British Troops Massacred Indians in Amritsar – and a Century Later, There’s Been No Official Apology

Sumit Ganguly

The Archbishop of Canterbury Justin Welby recently visited the site of a brutal massacre that happened in 1919 under the British colonial rule in India and offered his personal apologies. He expressed his “deep sense of grief” for a “terrible atrocity.”

Earlier in April, then U.K. Prime Minister Theresa May told the House of Commons that the episode was “a shameful scar on British-Indian history.” However, she had stopped short of apologizing.

The massacre is still remembered in India as a symbol of colonial cruelty. Here’s what happened a hundred years ago.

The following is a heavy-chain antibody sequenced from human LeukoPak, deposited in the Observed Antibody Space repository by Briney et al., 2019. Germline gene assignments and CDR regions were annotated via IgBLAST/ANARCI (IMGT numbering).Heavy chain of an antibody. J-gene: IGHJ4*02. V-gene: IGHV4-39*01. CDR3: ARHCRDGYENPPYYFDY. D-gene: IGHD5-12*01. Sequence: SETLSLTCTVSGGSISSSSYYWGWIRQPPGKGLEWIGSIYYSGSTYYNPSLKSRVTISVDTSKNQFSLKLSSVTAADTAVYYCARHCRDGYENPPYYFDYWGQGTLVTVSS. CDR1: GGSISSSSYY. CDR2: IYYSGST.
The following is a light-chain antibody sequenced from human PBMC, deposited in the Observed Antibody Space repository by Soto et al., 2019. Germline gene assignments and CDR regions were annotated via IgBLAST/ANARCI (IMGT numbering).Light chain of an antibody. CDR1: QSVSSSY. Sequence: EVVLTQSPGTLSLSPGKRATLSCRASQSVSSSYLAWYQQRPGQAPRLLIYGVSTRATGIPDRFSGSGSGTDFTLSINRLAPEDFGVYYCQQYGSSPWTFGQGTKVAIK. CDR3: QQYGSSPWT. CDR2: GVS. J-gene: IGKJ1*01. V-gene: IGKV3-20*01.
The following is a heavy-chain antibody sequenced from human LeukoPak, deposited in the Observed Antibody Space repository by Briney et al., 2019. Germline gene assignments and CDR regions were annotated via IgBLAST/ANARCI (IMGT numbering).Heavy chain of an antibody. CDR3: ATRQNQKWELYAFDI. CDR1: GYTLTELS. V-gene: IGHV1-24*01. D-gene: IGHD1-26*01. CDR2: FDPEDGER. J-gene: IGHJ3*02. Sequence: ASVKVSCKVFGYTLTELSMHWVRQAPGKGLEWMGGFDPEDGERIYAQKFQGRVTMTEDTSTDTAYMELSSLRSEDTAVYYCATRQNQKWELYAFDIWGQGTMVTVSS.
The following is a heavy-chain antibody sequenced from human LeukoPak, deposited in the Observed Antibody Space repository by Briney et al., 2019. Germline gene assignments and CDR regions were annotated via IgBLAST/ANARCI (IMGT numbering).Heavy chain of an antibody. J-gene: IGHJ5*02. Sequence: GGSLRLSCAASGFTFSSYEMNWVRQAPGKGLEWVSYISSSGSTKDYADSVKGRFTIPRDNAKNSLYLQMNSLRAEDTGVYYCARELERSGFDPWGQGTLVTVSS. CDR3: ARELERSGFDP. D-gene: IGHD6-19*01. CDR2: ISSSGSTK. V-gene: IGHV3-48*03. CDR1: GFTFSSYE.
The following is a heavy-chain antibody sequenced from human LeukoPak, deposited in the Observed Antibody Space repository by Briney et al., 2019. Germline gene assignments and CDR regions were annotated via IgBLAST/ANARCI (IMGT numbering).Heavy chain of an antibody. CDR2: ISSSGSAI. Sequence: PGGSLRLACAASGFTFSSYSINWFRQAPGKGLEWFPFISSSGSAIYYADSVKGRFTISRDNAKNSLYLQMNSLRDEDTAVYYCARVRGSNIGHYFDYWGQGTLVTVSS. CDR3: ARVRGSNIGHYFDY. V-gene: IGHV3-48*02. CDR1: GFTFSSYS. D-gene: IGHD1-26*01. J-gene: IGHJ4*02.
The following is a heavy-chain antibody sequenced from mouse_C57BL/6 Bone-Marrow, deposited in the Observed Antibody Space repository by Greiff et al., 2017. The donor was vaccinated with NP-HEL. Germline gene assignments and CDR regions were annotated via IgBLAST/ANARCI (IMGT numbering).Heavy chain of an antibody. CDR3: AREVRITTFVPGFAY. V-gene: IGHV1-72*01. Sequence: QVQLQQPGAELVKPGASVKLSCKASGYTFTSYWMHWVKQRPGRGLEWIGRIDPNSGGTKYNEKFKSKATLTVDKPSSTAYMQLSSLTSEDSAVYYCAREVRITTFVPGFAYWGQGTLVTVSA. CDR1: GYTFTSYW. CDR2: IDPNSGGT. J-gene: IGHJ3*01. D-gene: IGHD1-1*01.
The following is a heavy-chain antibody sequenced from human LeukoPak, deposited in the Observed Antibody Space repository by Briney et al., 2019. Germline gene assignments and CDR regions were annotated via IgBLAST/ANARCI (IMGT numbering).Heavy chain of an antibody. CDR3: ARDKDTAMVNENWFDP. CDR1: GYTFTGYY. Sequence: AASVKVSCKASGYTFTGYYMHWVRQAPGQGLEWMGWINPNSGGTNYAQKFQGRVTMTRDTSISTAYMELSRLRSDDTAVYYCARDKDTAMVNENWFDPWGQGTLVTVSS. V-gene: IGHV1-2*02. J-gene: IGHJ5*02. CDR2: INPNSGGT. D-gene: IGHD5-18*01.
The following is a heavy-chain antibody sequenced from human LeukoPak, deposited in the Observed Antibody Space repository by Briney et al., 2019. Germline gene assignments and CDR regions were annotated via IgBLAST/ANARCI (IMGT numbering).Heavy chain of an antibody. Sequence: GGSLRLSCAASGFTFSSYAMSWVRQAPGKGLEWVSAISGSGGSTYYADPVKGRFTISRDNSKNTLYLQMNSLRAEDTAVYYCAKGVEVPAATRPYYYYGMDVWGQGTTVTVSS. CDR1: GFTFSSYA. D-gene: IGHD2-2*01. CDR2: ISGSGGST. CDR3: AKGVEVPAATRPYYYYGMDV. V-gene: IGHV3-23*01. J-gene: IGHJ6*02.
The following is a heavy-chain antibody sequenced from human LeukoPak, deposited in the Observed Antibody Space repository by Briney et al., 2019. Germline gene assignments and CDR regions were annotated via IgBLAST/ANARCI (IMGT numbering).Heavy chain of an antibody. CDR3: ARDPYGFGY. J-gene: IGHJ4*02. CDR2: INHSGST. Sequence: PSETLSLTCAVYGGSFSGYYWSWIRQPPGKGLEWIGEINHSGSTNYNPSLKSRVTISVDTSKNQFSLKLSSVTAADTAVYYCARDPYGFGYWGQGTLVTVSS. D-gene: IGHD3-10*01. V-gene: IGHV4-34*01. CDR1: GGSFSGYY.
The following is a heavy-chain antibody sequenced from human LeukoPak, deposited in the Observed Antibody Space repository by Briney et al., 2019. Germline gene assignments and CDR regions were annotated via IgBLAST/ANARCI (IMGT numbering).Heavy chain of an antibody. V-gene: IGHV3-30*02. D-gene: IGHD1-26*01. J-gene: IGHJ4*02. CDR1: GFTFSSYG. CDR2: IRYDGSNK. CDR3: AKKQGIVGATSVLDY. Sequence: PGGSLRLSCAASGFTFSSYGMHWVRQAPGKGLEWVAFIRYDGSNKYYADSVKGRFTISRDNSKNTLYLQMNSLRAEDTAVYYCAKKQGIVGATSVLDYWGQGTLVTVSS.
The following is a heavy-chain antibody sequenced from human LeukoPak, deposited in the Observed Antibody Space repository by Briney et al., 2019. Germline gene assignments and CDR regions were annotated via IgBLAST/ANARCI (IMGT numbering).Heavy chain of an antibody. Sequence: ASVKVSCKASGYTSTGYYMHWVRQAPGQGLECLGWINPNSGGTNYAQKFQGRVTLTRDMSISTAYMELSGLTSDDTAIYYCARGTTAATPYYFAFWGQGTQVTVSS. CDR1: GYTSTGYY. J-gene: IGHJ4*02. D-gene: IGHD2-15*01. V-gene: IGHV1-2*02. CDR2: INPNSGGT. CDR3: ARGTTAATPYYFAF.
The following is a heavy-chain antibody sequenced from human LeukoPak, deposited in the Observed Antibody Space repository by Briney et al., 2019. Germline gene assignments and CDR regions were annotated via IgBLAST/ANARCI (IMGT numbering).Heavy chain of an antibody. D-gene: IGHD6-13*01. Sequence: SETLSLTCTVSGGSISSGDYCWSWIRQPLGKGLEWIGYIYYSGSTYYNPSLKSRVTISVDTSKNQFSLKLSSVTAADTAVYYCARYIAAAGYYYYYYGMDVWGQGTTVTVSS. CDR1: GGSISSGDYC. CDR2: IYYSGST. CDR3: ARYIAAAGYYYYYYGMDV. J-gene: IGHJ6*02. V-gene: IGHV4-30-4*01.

Killing Unarmed Protesters

After World War I, the British, who controlled a vast empire in India, agreed to give Indians limited self-government due to India’s substantial contribution to the war effort.

These reforms, named the Montagu-Chelmsford reforms after the secretary of state for India and the viceroy of India, promised to lead to more substantial self-government over time.

However, around the same time the British had passed the draconian Rowlatt Acts, which allowed certain political cases to be tried without trial. And the trial was also to be conducted without juries. The acts were designed to ruthlessly suppress all forms of political dissent.

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